Democracy's Privileged Few: Legislative Privilege and Democratic Norms in the British and American Constitutions
Yale University Press, 1. jan. 2007 - 307 sider
Why should a developing country surrender its power to create money by adopting an international currency as its own? This comprehensive book explores the currency problems that developing countries face and offers sound, practical advice for policymakers on how to deal with them. Manuel Hinds, who has extensive experience in real-world economic policy-making, challenges the myths that surround domestic currencies and shows the clear rationality for dollarization or the use of a standard international currency. The book opens with an entertaining story of the Devil who, through a series of common macroeconomic manoeuvres, coaches the President of a mythical country into financial ruin and purchases its entire assets for $1.50. The path this ruler took is one taken by several developing countries and has resulted in financial crises and political upheaval. Hinds goes on to introduce new ways of thinking about financial systems and monetary behavior in Third World countries. He provides an essential, incisive guide not only to making currency decisions but also to executing them successfully.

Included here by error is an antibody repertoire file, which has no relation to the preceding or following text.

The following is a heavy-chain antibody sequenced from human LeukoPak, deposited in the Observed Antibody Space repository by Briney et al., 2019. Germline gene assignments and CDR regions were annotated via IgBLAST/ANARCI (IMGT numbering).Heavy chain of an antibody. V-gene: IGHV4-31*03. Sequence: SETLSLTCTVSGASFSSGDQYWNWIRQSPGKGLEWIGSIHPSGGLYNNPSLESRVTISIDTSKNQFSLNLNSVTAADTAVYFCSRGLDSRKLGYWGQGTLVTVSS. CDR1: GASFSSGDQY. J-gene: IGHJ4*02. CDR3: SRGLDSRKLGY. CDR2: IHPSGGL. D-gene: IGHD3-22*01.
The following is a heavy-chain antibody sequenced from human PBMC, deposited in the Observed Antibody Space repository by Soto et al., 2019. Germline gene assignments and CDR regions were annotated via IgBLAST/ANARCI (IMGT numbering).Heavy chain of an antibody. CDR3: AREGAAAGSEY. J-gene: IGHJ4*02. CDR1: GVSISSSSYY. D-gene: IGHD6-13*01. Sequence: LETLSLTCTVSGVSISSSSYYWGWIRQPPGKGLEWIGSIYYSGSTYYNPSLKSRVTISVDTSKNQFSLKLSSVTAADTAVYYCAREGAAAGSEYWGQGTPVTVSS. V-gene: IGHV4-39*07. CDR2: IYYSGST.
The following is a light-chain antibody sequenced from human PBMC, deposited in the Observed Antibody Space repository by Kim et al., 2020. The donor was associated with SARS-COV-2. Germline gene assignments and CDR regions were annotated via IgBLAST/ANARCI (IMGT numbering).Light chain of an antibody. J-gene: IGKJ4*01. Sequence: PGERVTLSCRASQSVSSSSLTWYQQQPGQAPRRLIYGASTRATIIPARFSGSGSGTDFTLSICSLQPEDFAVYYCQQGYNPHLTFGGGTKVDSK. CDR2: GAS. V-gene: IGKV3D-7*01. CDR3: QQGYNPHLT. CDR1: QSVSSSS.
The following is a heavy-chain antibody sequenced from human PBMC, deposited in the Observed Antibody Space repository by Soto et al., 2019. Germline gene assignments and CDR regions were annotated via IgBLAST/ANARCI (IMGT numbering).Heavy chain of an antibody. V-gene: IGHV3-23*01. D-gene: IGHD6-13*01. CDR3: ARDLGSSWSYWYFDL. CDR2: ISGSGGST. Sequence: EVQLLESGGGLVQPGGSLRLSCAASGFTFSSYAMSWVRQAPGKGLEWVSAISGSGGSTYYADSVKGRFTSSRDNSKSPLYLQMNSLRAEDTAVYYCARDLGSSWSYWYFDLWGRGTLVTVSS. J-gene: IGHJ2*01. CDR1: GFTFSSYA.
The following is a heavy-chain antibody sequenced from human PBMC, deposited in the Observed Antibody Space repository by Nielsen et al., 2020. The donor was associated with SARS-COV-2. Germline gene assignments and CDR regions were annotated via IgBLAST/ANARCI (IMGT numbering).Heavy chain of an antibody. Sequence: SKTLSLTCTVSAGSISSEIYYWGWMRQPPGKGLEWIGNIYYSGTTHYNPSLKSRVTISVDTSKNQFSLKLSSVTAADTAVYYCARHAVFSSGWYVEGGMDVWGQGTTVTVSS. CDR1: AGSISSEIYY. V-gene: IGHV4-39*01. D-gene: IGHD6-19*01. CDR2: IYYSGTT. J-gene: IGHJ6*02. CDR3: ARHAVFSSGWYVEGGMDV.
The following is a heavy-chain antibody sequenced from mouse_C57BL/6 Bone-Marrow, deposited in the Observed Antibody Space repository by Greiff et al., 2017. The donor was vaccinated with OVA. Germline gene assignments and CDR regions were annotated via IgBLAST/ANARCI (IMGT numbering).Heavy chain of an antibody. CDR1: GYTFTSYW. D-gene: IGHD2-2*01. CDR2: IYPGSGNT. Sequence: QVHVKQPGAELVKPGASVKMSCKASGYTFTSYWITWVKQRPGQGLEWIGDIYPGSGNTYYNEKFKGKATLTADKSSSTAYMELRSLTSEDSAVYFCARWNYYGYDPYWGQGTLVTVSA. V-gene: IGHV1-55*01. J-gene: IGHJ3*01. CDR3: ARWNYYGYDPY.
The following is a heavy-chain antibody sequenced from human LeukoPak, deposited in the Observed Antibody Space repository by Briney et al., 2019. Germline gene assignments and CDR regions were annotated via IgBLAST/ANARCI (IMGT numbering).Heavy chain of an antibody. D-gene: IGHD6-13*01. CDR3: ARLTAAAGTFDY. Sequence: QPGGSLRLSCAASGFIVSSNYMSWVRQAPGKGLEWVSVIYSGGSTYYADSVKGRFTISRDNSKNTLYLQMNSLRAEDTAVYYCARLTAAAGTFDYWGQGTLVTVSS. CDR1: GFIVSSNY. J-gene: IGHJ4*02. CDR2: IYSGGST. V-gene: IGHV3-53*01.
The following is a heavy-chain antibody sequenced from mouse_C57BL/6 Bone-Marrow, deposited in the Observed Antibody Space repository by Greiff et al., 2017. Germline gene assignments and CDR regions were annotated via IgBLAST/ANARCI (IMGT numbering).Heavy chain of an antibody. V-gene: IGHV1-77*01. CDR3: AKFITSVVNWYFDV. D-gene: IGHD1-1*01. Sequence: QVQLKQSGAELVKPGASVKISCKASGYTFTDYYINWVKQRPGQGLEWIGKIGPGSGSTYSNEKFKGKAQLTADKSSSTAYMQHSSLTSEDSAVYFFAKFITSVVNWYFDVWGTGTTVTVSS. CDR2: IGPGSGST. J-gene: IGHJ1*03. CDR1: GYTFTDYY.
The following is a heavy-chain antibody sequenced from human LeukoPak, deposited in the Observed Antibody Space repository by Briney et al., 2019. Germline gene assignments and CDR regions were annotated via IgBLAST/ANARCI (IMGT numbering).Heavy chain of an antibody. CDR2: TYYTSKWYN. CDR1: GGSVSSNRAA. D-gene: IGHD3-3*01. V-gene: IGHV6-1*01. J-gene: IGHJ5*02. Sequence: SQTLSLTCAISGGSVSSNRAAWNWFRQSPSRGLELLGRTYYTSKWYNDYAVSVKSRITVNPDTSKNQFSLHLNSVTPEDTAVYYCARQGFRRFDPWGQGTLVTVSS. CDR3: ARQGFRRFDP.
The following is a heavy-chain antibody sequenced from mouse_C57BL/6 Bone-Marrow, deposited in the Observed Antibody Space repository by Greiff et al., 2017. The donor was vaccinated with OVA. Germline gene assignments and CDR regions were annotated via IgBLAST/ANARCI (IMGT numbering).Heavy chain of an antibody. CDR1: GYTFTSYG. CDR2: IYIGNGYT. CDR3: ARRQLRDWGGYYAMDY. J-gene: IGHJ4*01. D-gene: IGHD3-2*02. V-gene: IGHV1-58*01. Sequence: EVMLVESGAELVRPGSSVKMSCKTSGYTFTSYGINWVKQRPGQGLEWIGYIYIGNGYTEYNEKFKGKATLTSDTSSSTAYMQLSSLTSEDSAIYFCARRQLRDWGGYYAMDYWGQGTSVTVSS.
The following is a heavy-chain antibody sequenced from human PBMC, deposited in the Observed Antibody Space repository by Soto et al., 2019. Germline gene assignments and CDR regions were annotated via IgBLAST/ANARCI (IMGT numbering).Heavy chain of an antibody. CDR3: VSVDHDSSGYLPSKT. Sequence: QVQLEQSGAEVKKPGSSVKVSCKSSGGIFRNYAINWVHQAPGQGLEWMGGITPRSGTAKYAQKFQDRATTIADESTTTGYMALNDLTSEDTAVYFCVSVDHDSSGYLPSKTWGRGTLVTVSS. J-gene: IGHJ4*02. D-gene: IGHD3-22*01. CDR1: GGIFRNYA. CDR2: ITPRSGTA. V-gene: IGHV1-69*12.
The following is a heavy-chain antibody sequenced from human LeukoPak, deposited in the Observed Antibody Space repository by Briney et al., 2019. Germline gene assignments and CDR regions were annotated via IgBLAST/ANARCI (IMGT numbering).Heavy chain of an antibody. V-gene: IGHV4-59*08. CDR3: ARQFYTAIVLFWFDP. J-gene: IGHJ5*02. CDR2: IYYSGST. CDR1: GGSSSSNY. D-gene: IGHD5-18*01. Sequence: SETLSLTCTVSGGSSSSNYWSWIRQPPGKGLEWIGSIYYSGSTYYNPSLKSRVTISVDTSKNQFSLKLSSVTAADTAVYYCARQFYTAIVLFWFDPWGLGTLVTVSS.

Hva folk mener - Skriv en omtale
Vi har ikke funnet noen omtaler på noen av de vanlige stedene.
3 Free Speech in Parliament
4 Free Speech in Congress
5 Freedom from Civil Arrest and Legal Process for Members of Parliament
6 Freedom from Civil Arrest for Members of Congress
7 Disputed Parliamentary Elections
8 Disputed Congressional Elections
9 Breach of Privilege and Contempt of Parliament
10 Punishment by Congress
Andre utgaver - Vis alle
action allowed Amendment American argued arrest asserted authority Blackstonian breach British called chapter Chief citizens civil claimed Clause committed committee concluded Congress congressional consider Const Constitution contempt Convention convicted course courts criminal debate decision democratic determine discussed duties election examine executive expel fact federal ﬁrst ﬂoor freedom functions give grounds held holding House of Commons House of Lords House of Representatives impeachment important imprisoned institutional interest interpretation issue James John Journals judges judicial jurisdiction Justice King later legislative legislature liberty Lords matter means Members ment Millian Parliament parliamentary passed person political popular sovereignty present principle privilege proceedings protect punish qualiﬁcations question reason refused Representatives resolution result returned role rules seat seems seen Senate servants serve speech suit supra note taken tion United vote writ